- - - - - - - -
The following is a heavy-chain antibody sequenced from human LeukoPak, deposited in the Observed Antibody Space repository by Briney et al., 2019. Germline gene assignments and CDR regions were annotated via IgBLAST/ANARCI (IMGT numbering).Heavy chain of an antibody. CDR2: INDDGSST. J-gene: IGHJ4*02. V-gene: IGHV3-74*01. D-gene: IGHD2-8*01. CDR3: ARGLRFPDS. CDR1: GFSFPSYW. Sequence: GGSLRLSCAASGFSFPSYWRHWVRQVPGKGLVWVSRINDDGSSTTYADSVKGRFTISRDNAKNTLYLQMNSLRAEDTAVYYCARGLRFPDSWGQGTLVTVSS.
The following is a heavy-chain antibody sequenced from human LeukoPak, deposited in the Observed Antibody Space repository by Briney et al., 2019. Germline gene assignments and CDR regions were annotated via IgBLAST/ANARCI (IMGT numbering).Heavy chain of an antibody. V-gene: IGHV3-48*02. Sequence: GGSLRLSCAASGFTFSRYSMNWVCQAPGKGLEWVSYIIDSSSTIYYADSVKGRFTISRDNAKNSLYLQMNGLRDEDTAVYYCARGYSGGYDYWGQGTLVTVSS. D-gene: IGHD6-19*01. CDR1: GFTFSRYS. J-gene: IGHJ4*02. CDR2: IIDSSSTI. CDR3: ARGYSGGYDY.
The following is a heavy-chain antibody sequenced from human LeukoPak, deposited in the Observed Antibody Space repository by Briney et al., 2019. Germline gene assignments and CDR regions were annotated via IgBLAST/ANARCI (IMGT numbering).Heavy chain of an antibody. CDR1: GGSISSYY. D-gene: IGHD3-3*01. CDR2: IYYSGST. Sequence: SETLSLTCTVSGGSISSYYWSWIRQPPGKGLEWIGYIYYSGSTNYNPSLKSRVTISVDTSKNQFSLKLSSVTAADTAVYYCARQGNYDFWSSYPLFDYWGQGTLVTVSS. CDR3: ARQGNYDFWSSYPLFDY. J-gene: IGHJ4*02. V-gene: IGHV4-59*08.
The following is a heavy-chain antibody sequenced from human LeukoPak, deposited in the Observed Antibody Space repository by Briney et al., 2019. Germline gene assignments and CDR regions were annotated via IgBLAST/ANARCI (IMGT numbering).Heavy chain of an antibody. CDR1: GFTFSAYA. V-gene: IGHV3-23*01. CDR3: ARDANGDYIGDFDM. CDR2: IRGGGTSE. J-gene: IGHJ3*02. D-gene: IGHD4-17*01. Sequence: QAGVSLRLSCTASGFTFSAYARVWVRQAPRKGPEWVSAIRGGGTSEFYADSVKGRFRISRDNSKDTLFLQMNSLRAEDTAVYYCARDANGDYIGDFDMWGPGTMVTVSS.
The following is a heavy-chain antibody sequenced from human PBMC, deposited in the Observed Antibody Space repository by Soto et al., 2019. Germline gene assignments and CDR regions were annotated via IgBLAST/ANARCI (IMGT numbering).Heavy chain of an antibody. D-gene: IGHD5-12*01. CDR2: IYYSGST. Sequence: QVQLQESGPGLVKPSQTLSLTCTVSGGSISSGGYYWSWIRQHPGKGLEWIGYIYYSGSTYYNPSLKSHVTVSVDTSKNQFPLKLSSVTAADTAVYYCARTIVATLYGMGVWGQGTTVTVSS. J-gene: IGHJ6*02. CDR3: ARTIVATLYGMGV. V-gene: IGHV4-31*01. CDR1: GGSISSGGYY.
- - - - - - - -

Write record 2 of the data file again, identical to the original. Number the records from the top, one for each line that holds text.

The following is a heavy-chain antibody sequenced from human LeukoPak, deposited in the Observed Antibody Space repository by Briney et al., 2019. Germline gene assignments and CDR regions were annotated via IgBLAST/ANARCI (IMGT numbering).Heavy chain of an antibody. V-gene: IGHV3-48*02. Sequence: GGSLRLSCAASGFTFSRYSMNWVCQAPGKGLEWVSYIIDSSSTIYYADSVKGRFTISRDNAKNSLYLQMNGLRDEDTAVYYCARGYSGGYDYWGQGTLVTVSS. D-gene: IGHD6-19*01. CDR1: GFTFSRYS. J-gene: IGHJ4*02. CDR2: IIDSSSTI. CDR3: ARGYSGGYDY.